EROS sorted by EEG alpha. (A) Projections of the three ROIs used for analysis of these differences; dACC and medial pFC of the CON (white), right anterior pFC of the CON (pink), and right FEFs of the DAN (FEF; green). (B) Surface axial map depicting the relationship between EROS activity (averaged across the whole 650-msec pretarget period) and 8–12 Hz EEG alpha power. To obtain these data, single-trial EROS data were averaged into four bins based on EEG alpha power, and a linear trend analysis was conducted on the EROS bins, separately for each voxel. The EROS bin averages combined across participants at the peak location for each ROI are shown in the adjacent graphs, with error bars representing the SEM, and the line representing the linear trend across EEG alpha quartiles. The line's hue and slope are commensurate with the hue and intensity of that pixel in the brain image. Significance of this analysis is expressed as a z score correcting the t value for voxel level differences in degrees of freedom and used for constructing the maps which have a greater than 2 or less than −2 z-score uncorrected threshold. Red areas indicate an increase of EROS activity as 8–12 Hz EEG alpha power increases, whereas blue areas indicate the opposite. Vertical lines represent the planes from which the sagittal slices in C were taken. (C) Representative slices through the areas of significant difference at the two planes shown in B, indicating the spatial extent of the effects.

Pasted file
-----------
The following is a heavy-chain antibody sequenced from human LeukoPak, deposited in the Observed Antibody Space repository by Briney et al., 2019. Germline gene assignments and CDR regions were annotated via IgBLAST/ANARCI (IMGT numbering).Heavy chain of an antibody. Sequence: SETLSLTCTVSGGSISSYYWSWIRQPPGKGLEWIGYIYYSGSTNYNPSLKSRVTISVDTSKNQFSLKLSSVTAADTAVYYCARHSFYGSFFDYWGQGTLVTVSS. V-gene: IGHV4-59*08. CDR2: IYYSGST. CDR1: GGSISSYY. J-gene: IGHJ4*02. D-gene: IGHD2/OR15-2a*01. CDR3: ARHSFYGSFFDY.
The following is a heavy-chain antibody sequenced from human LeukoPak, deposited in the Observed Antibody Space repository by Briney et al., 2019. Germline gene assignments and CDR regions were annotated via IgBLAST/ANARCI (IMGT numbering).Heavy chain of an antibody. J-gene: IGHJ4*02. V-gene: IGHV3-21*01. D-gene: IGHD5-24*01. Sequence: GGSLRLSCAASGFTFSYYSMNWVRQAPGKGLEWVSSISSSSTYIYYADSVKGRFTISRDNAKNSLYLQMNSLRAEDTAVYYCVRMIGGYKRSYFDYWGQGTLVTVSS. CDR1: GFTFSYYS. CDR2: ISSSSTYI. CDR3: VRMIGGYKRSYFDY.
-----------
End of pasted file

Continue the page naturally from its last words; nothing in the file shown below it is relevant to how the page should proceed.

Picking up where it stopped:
The results of this trend analysis are presented in Figure 6B, which shows the three areas whose EROS activity was positively (red) or negatively (blue) associated across trials with the EEG alpha power quartiles. For the peak in each ROI, the mean EROS activity for each EEG alpha power bin is shown in a corresponding graph. The slope of the line in each graph is commensurate with the activation intensity shown in the brain image for that pixel. These three areas correspond to components of the DAN and CON, which have previously been shown to correlate with EEG alpha modulation (Sadaghiani et al., 2010, 2012; He et al., 2007). The higher the EEG alpha power quartile, the greater the mean EROS activity in dorsal ACC (dACC; CON; ROI peak t(11) = 3.24; z(11) = 2.80; zcrit = 2.57; peak coordinates: −3/34/34). Conversely, as predicted, mean EROS activity was negatively associated with EEG alpha power in a region of the DAN, the right FEF (ROI peak t(11) = −3.26; z(11) = −2.43; zcrit = −2.18; peak coordinates: 39/−1/45), but also in another CON region, the right anterior pFC (ROI peak t(11) = −3.33; z(11) = −2.47; zcrit = −2.35; peak coordinates: 27/49/26). Two representative sagittal slices crossing the clusters of activation reveal the depth of the areas showing associations between mean EROS activity and EEG alpha (Figure 6C). Following Sadaghiani and colleagues (2012), we suggest that activity in dACC (a component of CON) maintains sustained tonic levels of alpha for the task, whereas the activity in the FEF (a DAN region) implements more dynamic and phasic adjustments based on the predictability of the upcoming stimulus.